And it is not that I expected a more revolutionary work, it is that I miss the full understanding of the problems he raises. It is to be appreciated that the author does not fall into the Manichaeism of good guys and bad guys, and in fact shows us how the economic reality faced by industrialists is quite complex, with a series of government policies that facilitate the entry of foreign products almost without taxes, while taxing Chinese products, with an almost continuous state of war that hinders trade and communication with the interior of the country, with a series of multinational companies, with greater capital and technology competing for an ever-shrinking market, and the ever-present temptation of speculation with government bonds that appear as their salvation. 

I say this because the author does allow us to understand the behavior of most of the wealthy characters. He gives us the clues, he tells us how they got their fortune and why they moved to Shanghai, he even tells us about the problems they faced when they arrived in the city. But we don’t know any of this about the workers’ characters, and this, for a novel that tries to realistically depict 1930s Shanghai, is a major flaw. The great fresco that is intended to be of the reflection of life in the city remains blurred.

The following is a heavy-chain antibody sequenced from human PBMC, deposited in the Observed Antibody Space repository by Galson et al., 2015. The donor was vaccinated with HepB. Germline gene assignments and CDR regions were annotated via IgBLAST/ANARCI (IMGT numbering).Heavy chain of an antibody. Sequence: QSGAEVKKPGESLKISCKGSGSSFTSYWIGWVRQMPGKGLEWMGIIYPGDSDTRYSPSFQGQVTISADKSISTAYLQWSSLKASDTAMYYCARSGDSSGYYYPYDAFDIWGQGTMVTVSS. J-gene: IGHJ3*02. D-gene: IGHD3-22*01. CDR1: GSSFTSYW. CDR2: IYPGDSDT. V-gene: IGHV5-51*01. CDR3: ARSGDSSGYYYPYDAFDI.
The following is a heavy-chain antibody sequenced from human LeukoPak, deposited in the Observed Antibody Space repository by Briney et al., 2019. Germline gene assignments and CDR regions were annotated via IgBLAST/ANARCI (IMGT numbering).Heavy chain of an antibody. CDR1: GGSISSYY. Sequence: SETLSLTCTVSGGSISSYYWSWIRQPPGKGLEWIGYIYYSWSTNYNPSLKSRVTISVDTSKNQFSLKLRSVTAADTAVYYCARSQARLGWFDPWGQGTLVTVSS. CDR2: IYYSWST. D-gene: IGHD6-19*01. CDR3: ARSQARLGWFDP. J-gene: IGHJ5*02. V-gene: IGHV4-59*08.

In the end, without knowing the emotions that animate the stereotyped characters of the workers, without knowing what is at stake with every move, it is not possible to place them clearly in that fresco, while on the other hand, the meticulous description of each of the small financial victories and defeats of the protagonists, which one suspects will not have really tragic consequences, becomes repetitive in a work of more than 500 pages. In the end, what promised to be the great novel of the city remains a description of the last two months of Wu Sunfu’s financial career, and we don’t even know enough about him to know how he got to where he is.

A failed novel, despite the fact that the Chinese editors claim that «it is considered his masterpiece» and that «it was well received by the public. Qu Qiubai, a respected literary critic, called it «the first successful novel of Chinese realism» and noted that the author «has succeeded in literarily expressing the relationships prevailing in the society of the time, applying authentic social sciences».

The author, born Chen Yanbing (1896-1981) in the province of Zhejiang, was one of the key figures in the cultural and literary world of China, from November 1920, when he founded with other authors the Literary Research Society, until his death 6 decades later. He was director of political and literary publications, delegate to the National People’s Congress after the founding of the People’s Republic of China, president of important literary associations, director of the magazine Chinese Literature, and Minister of Culture.

Cite this article as: Ceinos-Arcones, Pedro, «The first description of the Religion of the Yi,» in Ethnic China, 21 marzo 2021, https://ethnic-china.com/the-first-description-of-the-religion-of-the-yi/.